While discussing their research further, Wang pointed out that “making biofuels from renewable resources like glucose has great potential to advance green energy technology”.
The method of obtaining olefins follows the simple process of photosynthesis. She explains that glucose is produced by plants, which turns carbon dioxide into sugar and oxygen. Hence, the carbon in the glucose – and later the olefins – are actually produced from carbon dioxide pulled from the atmosphere itself. Scientists say that more research is needed to fully understand the benefit of this new method and if it can be scaled up efficiently for making biofuels and other purposes. One thing is for sure that making biofuels from renewable resources like glucose or glucose-based derivatives can make way for innovative bioenergy technologies.
The experiment also poses a couple of additional questions that are yet to be answered. One of the most important aspects to consider is how much energy will the process consume to produce enough olefins. This is because if the energy cost is too high, the technology will have to be optimised in a way it can be used on a practical level. Another aspect is figuring out a way to increase the total yield. Currently, the researchers used 100 glucose molecules to produce 8 olefin molecules. This ratio needs to be further improved. One way to do this is by coaxing the E. coli strains to produce more of the 3-hydroxy fatty acids for every gram of glucose used.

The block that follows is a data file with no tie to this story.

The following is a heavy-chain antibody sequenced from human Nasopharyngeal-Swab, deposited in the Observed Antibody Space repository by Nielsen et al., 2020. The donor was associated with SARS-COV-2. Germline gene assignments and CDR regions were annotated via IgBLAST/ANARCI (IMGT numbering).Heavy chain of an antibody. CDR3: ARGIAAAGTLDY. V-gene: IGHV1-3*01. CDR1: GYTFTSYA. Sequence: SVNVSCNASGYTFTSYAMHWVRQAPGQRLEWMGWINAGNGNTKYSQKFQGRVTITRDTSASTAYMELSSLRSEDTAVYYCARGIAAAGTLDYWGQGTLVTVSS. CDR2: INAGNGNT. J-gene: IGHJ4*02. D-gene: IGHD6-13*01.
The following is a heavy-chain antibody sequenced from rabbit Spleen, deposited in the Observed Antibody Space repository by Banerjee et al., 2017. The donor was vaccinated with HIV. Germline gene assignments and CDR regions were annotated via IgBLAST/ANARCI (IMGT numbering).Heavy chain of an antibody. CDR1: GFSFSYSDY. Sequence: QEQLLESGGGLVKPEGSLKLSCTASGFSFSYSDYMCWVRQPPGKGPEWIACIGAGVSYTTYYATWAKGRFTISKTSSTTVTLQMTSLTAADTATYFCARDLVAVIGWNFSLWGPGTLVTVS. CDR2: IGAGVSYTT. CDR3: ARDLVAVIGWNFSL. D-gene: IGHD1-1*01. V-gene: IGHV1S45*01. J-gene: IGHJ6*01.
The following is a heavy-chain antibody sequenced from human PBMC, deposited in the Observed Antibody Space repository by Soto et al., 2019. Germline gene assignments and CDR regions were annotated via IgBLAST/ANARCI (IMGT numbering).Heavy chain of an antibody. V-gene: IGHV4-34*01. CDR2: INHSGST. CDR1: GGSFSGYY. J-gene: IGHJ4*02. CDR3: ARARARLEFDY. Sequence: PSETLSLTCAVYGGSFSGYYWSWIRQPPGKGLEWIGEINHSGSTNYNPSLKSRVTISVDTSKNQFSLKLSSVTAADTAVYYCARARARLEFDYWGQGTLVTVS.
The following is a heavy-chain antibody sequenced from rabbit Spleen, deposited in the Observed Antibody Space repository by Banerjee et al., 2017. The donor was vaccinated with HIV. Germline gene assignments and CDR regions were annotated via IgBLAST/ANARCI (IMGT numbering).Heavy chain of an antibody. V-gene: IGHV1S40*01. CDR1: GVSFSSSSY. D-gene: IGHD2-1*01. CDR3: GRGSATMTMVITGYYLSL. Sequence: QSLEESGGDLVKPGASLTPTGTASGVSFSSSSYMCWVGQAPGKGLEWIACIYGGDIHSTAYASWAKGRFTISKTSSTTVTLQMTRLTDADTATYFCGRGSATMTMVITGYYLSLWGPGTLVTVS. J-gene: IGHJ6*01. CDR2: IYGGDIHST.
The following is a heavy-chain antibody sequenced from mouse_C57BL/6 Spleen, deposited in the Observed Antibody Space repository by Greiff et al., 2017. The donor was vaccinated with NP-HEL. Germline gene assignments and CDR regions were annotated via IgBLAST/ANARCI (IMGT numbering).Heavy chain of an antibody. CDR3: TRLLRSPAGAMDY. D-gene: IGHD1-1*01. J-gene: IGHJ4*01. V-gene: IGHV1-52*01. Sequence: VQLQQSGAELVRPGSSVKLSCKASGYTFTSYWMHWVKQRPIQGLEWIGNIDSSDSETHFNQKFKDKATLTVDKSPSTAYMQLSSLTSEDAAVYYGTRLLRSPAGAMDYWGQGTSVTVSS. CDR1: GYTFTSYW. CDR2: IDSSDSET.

This research is particularly important to understand the nature of hydrocarbons and to aid the sustainable production of biofuels. Fuels used today like petrol and diesel contain several different hydrocarbon molecules. Paraffins, olefins, and aromatics account for most hydrocarbons in petrol, while diesel is mostly paraffin, aromatics, and naphthenes. Producing olefins can make for a promising start to using biofuels. Additionally, the biochemical synthesis of olefin can be energetically competitive, sustainable, and – in comparison to the established processes – economically feasible alternative for the exploitation of sugar-eating derivatives for biofuel production and consumption.
World demand for energy has been projected to double by 2050 and be more than triple by the end of this century. Since the industrial revolution, the human consumption of fossil fuels has only been growing, becoming one of the most recognised international concerns. The reasons for this can be attributed to the rapidly depleting reserves of fossil fuels. Although advances are made in the field of bioenergy, the immediate solution is perhaps to find simple yet effective fuel alternatives. Currently, most of the ethanol in use is produced either from sugar or starch, but these sources have not proven to be sufficient to meet the growing global fuel requirements. However, the conversion of abundant and renewable resources, including bacteria and microbes, into alternative sources of energy seems to be an effective solution. But for this technology to become viable there is a need to develop cheap and sustainable sources of renewables, along with eliminating the need for pre-treatment processes.
This research thus aims to provide a brief overview of the need for and importance of biofuels; particularly the use of hydrocarbon in gasoline with respect to the growing environmental concerns along with an urgent need to address existing problems like cost-optimisation and large-scale production of biofuels.